Millions of workers in India stayed away from work to protest against rising prices, job losses and state asset sales, forcing banks to shut offices in some cities and airlines to cancel flights.
“Persistently high inflation has made life difficult for a common man,” said Gurudas Dasgupta, general secretary at the All India Trade Union Congress. ‘Banking and civil aviation are the worst affected sectors so far.”
Today’s strike, the second in two months, affected business mainly in states ruled by communist parties. Inflation has held near ten percent this year, eroding incomes of almost three quarters of the population who live on less than $2 a day. A nationwide strike in July, called by the main opposition Bharatiya Janata Party, shut schools and offices and grounded flights.
“The strike is quite widespread” in the states of West Bengal, Kerala and Tripura, said M.K. Pandhe, vice president at the Centre of Indian Trade Unions. “Telecom, insurance, defense, banking, coal, power, port and road transport sectors have been affected.” Pandhe estimates about 60 million workers are on strike.
About one million bank employees in India joined the strike today to protest the central bank’s plan to offer new banking licenses and norms that allow foreign investment in the nation’s lenders, said Vishwas Utagi, secretary of the All India Bank Employees Association, the largest trade union for banking staff in the nation.
What's that you say? You didn't know about this? Neither did I. As my friend who posted this on Facebook said, "Thanks for missing this, Canadian mainstream media".
Little wonder you didn't read about 60 million Indian workers striking, since you probably don't hear much about protracted strikes going on right in your own backyard. A series of union solidarity actions this week were meant to bring attention to a strike at Engineered Coated Products, where more than 80 Steelworkers have been on strike for two years. ECP has instituted massive cuts in wages and benefits, and rather than negotiate in good faith, hired scabs and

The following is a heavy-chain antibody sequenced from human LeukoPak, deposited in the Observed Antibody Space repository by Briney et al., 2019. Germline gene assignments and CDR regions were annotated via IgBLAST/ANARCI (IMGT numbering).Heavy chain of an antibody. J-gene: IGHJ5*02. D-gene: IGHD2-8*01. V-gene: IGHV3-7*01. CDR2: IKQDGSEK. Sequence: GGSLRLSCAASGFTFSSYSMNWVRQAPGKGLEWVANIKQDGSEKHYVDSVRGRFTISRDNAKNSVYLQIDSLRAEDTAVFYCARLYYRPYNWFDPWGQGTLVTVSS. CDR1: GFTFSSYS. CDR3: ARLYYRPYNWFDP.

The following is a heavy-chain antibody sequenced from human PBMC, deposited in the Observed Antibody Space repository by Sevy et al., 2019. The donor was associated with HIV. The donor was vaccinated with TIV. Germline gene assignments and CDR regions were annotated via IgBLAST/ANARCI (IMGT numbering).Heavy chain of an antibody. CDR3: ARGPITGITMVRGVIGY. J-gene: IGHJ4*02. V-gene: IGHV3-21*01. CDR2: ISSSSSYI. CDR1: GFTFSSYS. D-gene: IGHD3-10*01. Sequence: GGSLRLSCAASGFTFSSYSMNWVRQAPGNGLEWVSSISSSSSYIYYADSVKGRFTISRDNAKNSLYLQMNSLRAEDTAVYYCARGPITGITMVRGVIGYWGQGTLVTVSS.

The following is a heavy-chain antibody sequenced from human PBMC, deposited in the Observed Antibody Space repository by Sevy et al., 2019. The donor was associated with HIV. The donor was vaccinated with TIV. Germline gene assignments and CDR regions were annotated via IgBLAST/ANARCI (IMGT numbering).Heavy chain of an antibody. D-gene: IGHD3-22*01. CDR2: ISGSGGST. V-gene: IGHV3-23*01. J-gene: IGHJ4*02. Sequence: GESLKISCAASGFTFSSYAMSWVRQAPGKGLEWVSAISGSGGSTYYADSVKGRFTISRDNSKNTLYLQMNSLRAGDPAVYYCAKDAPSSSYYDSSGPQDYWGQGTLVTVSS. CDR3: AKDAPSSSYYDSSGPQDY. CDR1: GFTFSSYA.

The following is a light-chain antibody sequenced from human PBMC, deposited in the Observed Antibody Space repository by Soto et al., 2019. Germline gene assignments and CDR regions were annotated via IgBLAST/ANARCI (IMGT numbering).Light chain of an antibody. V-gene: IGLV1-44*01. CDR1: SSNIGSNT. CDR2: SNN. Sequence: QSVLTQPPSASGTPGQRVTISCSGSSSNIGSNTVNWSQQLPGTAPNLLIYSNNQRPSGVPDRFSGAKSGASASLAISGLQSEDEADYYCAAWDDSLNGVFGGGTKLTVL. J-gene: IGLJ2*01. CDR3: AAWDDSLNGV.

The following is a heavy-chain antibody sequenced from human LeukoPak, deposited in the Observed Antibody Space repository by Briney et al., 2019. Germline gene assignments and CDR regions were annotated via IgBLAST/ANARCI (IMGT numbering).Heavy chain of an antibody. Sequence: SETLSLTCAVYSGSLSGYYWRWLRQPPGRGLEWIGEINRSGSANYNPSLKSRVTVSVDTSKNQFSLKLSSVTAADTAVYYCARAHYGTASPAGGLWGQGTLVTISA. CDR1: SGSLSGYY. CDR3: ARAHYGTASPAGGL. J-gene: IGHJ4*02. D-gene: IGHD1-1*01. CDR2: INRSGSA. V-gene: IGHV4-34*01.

At the Marxism conference earlier this year, it was thrilling to hear Kostas Katarahiasan, an anti-capitalist activist from Greece - a physician - describe the massive general strikes that shut down his country after austerity measures were announced. How about a 30% cut in wages and pensions, while corporate taxes decrease and VAT (i.e. GST) rises? Union leaders were useless or obstructionist, so the people took matters into their own hands, forming committees, discussing a plan of action, organizing, organizing, organizing - and walking out in huge numbers. (There is audio of this talk here, but I think most people find that an inconvenient format. I am still waiting to get video of this inspiring talk, and will then blog my extensive notes.)
Following those actions in Greece, massive strikes of millions of people have taken place in many European countries, and there is a continent-wide general strike planned for September 29.
Here in North America, we accept these "austerity budgets" like sheep to the slaughter. The glimmer of hope I thought I saw in the anti-prorogation rally and during the G20 are quashed through fear tactics and widespread obedience.
In the US, ordinary working-class people cling to an ideal of individualism, preferring to blame immigrants or the party that is slightly less right-wing - which they call "socialist" - for their problems. Canadians whine about all political parties and take no action of their own - except to excoriate public workers who are desperately trying to preserve quality services and good jobs.
There's another lesson here, one that cannot be learned often enough. Don't look to CBC, Globe and Mail, and CTV to tell you what's happening in the world. Corporate media protects corporate interests.